I am not certain if this answer is correct, but I believe it gets to what OP wanted, based on the OP? I think I understand what is being asked here, so let me reveal what I believe the question ...
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4 votes
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Quadratic form defined by a permutation of projection matrix

The result you're looking for holds as a consequence of the Cauchy Schwarz inequality. I will use $\|x\|$ to refer to the norm $\|x\| = \sqrt{x'x}$. We note that $\|Px\| = \|x\|$ for all $x$. Thus, we ...
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An inequality on trace of product of two matrices

Let's write $A = \sum_{i=1}^{n}\lambda_i u_iu_i^T$ and $B = \sum_{i=1}^{n}\mu_i v_iv_i^T$. $$AB = \sum_{i,j} \lambda_i \mu_j u_i^Tv_j u_iv_j^T$$ and so $$\text{Tr}(AB) = \sum_{i=1}^n \sum_{j=1}^n \...
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2 votes

If we know the direction of the sum of vectors $\frac{\sum_1^\infty w_i}{\|\sum_1^\infty w_i\|}=u$, how can we calculate the expection of the vectos?

To put the question rigorously, assume you have $W$ a random vector. $\left(W_n\right)_{n\ge1}$ are independent observations of $W$. If $\mathbb E\left\|W\right\|^2 < \infty$ then by the law of ...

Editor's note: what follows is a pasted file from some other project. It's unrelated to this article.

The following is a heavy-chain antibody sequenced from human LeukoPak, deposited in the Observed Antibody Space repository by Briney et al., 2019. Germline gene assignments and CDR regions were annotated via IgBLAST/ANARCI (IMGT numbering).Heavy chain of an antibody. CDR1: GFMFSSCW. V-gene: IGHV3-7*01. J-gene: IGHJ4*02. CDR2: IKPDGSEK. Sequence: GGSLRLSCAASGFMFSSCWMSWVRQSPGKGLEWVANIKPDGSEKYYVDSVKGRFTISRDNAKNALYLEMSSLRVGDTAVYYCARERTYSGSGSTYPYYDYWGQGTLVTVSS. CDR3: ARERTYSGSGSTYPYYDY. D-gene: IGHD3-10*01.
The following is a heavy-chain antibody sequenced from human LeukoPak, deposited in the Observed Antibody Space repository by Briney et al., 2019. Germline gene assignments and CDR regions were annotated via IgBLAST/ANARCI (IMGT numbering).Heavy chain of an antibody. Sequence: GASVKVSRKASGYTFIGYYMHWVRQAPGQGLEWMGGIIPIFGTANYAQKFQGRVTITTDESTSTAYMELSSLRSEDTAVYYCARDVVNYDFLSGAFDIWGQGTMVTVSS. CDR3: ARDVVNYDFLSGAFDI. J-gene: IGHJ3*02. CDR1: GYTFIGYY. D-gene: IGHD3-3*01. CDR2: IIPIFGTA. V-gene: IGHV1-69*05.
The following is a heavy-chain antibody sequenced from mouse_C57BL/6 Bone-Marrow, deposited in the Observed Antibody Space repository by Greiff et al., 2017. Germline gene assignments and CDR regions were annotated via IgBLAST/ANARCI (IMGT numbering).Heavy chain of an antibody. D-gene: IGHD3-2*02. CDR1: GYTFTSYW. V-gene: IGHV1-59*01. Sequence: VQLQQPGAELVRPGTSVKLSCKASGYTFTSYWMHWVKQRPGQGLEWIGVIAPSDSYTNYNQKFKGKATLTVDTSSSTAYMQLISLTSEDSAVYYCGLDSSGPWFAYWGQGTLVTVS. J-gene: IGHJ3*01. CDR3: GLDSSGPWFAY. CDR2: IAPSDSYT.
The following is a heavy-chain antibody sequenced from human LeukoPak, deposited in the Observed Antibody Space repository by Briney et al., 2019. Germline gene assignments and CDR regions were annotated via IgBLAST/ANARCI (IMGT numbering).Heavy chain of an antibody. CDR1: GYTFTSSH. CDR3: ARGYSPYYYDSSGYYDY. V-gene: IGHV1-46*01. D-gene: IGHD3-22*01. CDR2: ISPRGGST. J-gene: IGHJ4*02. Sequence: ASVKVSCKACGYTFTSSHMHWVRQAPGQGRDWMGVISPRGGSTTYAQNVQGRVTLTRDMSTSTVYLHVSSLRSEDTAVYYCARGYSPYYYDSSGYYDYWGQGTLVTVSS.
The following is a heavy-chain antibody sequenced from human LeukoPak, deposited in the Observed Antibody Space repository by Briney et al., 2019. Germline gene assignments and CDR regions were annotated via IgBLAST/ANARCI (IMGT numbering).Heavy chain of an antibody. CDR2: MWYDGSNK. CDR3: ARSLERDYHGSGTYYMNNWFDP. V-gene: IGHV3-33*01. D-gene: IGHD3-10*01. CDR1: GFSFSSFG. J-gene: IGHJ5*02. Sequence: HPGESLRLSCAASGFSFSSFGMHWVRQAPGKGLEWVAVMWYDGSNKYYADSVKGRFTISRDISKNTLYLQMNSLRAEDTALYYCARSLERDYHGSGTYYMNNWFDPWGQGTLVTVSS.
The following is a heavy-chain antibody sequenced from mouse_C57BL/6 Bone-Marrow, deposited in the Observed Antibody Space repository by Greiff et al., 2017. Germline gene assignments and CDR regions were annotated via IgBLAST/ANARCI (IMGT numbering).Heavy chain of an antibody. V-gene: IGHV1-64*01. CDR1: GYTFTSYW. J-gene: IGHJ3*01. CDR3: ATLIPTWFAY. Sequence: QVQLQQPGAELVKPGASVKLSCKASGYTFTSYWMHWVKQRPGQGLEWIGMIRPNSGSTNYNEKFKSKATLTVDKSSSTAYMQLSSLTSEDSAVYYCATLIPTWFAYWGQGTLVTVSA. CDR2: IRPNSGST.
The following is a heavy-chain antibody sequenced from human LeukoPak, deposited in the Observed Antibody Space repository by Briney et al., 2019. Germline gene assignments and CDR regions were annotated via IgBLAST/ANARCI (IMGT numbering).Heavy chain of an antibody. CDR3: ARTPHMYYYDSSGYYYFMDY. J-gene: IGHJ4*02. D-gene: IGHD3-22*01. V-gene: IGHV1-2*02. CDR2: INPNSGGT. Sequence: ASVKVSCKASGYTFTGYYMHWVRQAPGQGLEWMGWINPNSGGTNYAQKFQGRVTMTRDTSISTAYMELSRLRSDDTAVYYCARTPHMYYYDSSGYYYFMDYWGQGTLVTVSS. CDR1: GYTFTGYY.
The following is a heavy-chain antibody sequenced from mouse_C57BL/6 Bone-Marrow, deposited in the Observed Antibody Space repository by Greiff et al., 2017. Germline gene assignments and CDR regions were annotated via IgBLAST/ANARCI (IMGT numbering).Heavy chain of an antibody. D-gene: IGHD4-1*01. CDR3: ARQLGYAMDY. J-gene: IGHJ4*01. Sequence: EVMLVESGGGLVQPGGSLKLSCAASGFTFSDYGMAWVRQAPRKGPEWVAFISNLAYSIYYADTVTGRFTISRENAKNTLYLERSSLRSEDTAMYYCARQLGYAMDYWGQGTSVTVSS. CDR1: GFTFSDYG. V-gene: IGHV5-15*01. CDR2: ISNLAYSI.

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1 vote
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A upper triangular matrix with zeros in the diagonal is nilpotent

Let $V=V_1=F\times F\times F$, $V_2=\{0\}\times F\times F$, and $V_3=\{0\}\times\{0\}\times F$, and $V_4$ to be the zero subspace. Notice that $V_4\subseteq V_3\subseteq V_2\subseteq V_1$. One way to ...
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  • 143k
1 vote

Hyperplane in a complex vector space

Since this has gotten bumped, and may be useful to posterity: Literally, a complex hyperplane in a finite-dimensional complex vector space is (i) a real subspace of real codimension two that (ii) is ...
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1 vote

Determinant of symmetric matrix

It is quite straightforward to arrive at a triangular matrix with the same determinant: After the following elementary row operations: $$R_1\to R_1-R_2\\ R_2\to R_2-R_3\\ R_3\to R_3-R_4\\ R_4\to R_4-...